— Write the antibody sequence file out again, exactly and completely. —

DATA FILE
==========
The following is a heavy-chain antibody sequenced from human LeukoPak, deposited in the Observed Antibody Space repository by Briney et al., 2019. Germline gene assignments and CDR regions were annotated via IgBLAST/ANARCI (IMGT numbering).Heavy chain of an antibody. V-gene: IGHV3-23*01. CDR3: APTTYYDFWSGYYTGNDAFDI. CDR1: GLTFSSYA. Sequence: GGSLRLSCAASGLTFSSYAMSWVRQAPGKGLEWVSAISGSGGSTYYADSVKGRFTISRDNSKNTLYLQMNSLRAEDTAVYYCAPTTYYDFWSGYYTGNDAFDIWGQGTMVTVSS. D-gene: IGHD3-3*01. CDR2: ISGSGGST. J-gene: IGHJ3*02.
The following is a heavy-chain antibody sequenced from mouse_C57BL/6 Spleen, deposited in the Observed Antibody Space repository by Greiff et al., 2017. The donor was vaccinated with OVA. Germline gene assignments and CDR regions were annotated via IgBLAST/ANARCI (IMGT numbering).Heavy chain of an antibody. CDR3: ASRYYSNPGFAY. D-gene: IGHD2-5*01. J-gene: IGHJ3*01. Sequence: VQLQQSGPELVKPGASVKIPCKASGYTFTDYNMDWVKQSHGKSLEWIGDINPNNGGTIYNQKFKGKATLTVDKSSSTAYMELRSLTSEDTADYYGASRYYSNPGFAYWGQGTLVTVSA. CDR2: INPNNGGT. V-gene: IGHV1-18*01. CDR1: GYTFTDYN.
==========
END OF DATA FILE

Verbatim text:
The following is a heavy-chain antibody sequenced from human LeukoPak, deposited in the Observed Antibody Space repository by Briney et al., 2019. Germline gene assignments and CDR regions were annotated via IgBLAST/ANARCI (IMGT numbering).Heavy chain of an antibody. V-gene: IGHV3-23*01. CDR3: APTTYYDFWSGYYTGNDAFDI. CDR1: GLTFSSYA. Sequence: GGSLRLSCAASGLTFSSYAMSWVRQAPGKGLEWVSAISGSGGSTYYADSVKGRFTISRDNSKNTLYLQMNSLRAEDTAVYYCAPTTYYDFWSGYYTGNDAFDIWGQGTMVTVSS. D-gene: IGHD3-3*01. CDR2: ISGSGGST. J-gene: IGHJ3*02.
The following is a heavy-chain antibody sequenced from mouse_C57BL/6 Spleen, deposited in the Observed Antibody Space repository by Greiff et al., 2017. The donor was vaccinated with OVA. Germline gene assignments and CDR regions were annotated via IgBLAST/ANARCI (IMGT numbering).Heavy chain of an antibody. CDR3: ASRYYSNPGFAY. D-gene: IGHD2-5*01. J-gene: IGHJ3*01. Sequence: VQLQQSGPELVKPGASVKIPCKASGYTFTDYNMDWVKQSHGKSLEWIGDINPNNGGTIYNQKFKGKATLTVDKSSSTAYMELRSLTSEDTADYYGASRYYSNPGFAYWGQGTLVTVSA. CDR2: INPNNGGT. V-gene: IGHV1-18*01. CDR1: GYTFTDYN.